Five Psychiatric Disorders May Share Common Cause
By Eric Larsen, Ph.D. and Shana R. Spindler, Ph.D. on March 7, 2013
Background: While autism spectrum disorder (ASD) is generally thought of as distinct from other neuropsychiatric disorders such as schizophrenia or attention deficit-hyperactivity disorder (ADHD), the actual symptoms of ASD can show remarkable overlap with those of individuals with schizophrenia or ADHD. Likewise, genetics studies have shown that there is a significant degree of genetic overlap between ASD and other psychiatric disorders, with rare and common genetic variants affecting many of the same genes in individuals with these disorders.
What’s New: A new study published online, February 28, 2013, in The Lancet reports that patients diagnosed with one of five psychiatric disorders, including ASD, schizophrenia, bipolar disorder, ADHD, and major depressive disorder, share common variations along four spots in their DNA. While two of the locations have unknown functions, the other two are found in genes that code for subunits of ion channels that, when activated, open and allow calcium ions to enter into neurons. One of these genes, CACNA1C, is responsible for Timothy syndrome, in which as many as 80% of affected individuals are also diagnosed with ASD.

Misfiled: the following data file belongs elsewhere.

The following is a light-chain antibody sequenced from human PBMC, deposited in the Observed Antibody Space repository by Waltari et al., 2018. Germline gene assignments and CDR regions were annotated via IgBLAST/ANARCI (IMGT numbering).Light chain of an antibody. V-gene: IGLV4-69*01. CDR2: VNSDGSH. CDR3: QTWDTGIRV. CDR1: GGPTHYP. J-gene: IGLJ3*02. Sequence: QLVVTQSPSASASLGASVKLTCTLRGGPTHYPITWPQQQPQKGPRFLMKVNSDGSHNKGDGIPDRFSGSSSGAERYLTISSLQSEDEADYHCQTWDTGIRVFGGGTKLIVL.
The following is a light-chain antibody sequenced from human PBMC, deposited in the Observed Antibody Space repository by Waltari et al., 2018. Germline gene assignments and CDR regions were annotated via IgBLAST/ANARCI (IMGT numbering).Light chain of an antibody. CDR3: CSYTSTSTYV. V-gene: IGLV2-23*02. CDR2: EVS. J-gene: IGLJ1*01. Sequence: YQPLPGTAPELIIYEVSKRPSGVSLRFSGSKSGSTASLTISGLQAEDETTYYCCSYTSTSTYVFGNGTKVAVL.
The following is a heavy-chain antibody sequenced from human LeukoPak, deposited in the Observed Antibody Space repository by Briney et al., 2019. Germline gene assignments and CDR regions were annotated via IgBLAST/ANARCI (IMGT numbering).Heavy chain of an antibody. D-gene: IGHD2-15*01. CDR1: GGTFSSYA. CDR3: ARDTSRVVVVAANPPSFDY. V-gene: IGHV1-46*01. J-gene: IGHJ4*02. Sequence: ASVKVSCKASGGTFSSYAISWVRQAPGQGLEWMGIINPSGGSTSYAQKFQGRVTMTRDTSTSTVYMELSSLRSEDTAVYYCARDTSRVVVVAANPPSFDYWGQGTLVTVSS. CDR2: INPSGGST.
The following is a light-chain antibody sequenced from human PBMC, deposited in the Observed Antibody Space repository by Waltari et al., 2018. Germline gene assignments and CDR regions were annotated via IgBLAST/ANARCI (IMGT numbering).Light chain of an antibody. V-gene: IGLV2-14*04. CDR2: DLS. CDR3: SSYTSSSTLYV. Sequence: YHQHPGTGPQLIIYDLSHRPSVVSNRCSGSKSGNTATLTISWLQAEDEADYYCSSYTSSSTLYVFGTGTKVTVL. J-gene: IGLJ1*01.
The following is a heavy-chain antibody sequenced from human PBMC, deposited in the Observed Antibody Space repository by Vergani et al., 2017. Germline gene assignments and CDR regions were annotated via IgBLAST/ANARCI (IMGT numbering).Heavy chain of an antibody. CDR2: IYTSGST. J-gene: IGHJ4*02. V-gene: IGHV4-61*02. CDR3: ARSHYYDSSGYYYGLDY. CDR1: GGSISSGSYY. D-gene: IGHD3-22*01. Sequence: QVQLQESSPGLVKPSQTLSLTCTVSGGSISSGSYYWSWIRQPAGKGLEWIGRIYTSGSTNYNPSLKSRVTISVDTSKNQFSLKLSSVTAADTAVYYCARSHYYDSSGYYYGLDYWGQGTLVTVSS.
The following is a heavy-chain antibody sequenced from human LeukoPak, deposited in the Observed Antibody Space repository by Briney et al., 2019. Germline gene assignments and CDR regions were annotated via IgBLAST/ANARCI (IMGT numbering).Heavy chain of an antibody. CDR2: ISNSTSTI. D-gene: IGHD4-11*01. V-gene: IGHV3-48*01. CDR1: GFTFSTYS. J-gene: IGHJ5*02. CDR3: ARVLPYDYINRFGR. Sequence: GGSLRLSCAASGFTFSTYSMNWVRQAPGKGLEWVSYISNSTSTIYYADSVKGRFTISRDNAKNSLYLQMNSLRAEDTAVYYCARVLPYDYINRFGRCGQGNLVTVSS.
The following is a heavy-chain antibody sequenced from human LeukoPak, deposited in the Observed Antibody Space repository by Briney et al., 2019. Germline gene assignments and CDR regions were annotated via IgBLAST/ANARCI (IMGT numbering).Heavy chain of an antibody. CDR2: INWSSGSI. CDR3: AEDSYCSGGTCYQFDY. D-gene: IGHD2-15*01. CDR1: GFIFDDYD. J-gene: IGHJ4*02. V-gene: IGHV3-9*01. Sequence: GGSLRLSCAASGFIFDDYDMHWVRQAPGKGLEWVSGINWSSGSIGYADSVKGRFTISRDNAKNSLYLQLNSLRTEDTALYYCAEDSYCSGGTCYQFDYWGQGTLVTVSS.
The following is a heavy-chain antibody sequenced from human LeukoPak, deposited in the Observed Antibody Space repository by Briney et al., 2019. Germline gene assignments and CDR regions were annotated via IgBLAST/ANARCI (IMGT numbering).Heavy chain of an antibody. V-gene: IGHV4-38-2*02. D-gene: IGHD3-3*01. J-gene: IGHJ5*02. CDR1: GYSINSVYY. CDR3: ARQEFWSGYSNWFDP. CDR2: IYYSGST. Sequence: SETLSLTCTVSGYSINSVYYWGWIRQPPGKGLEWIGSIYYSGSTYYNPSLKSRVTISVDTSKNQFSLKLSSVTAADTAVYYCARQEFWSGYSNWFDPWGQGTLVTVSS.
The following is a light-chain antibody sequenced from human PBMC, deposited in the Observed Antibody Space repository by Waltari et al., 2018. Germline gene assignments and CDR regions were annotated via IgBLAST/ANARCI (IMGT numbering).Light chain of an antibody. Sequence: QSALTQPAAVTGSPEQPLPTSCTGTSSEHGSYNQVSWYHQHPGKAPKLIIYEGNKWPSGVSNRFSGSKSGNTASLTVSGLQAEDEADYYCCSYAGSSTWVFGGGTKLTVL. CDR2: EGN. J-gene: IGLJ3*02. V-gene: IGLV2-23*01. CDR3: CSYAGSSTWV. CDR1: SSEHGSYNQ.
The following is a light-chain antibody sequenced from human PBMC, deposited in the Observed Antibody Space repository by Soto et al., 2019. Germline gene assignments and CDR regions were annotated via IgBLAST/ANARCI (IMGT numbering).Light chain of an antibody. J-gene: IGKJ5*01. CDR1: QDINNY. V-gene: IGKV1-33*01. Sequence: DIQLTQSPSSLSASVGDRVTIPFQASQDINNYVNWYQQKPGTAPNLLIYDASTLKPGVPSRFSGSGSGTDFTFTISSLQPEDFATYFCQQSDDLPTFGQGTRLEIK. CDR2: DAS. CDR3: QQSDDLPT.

Why it’s Important: The findings of this study suggest that specific common genetic variants, in particular those variants in genes that encode for calcium channel subunits and other brain-expressed genes, can act as shared genetic risk factors for not only ASD, but other psychiatric disorders as well. These results also help to explain the sometimes-blurred boundaries between ASD and other psychiatric disorders. According to the present study, drugs that affect calcium channel signaling may offer a promising therapy for these disorders, although additional studies are required to test safety and efficacy.
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